Loneliness and Depression
Loneliness and depression goes together as loneliness underpins all mental health issues, and certainly all types of depression cause deep loneliness for many people.
Loneliness is an awful gnawing and plaguing sense of unease and separation from the world, and normally gives rise to ugly feelings of separation, disconnection and alienation which in turns breeds resentment, contempt for others, anger, isolation and dejection. An increased awareness of self-consciousness, depersonalization, rumination, mental distortion and inward focus often go alongside the experience of loneliness, especially if that experience is protracted.
Loneliness and depression is a modern plague in all senses of the word. It’s much more pronounced in richer wealthier nations with less focus on extended family and traditional community models of health and restoration. Psychologists will tell you one of the most frequent experiences they discuss with patients is the fact that so many of them feel so utterly lonely and depressed. They often want to forge some meaningful connections with people in their lives but don’t know how or seem unable to do in spite of their best efforts.
Social media not exactly helping loneliness and depression
Social media promotes superficial validation and recognition from people who often don’t really know or understand them on a deeper level. Lonely people often wonder why so many of their relationships feel vague, superficial and not meaningful enough. Modern technological developments promise so much instant gratification, sensory titillation, but delivers so little when it comes to gratification based on sound relationships with others. Deep-seated loneliness is on the rise and unsurprisingly so is depression, both beyond epidemic proportions.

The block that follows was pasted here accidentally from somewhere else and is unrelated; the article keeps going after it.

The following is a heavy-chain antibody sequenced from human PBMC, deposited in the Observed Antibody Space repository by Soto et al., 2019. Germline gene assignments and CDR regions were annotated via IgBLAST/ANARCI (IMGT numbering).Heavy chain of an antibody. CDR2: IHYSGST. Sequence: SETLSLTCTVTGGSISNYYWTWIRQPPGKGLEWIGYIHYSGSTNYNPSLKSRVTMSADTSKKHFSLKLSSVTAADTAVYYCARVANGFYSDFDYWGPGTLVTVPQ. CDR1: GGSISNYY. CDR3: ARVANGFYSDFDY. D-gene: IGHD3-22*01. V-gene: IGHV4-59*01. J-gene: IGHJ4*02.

The thirst to quench feelings of ill ease and loneliness is powerful and drives many to unhelpful behaviour, in order to secure some feeling of inner peace, contentment and connectedness. It is easy to judge alcoholics and drug addicts as people who choose to make bad choices and need to live with the consequences and repercussions. But get to know these people by name, build a decent, human-to-human relationship with them and you’ll find that they are desperately lonely people wanting companionship, love and some sort of validation of their being. They want their uniqueness appreciated.
The need for intimate and loving friendships and relationships is all too human. If you are human you have this craving, you can’t choose not to have it. You can intellectually choose to repress this need or feeling, however it will come back to bite whether you like it or not and effect you consciously or unconsciously if you like it or not.
Loneliness and depression doesn’t mean having no friends or outlets . On the contrary, you can be alone and not lonely. Loneliness is not about that at all. That’s a superficial examination that doesn’t correlate with subjective truths and actual facts. Loneliness is an inner subjective experience that’s sometimes hard to define. All people, at one stage of life or another, would have experienced loneliness; it’s deeply part of the human connection and drives people to reach out and make themselves understood in this world.
I believe a lot of human motivation and experience life hinges around being heard, understood and accepted. The experience of loving and being loved is deeply connected with validation and being understood, heard and accepted for who you really are.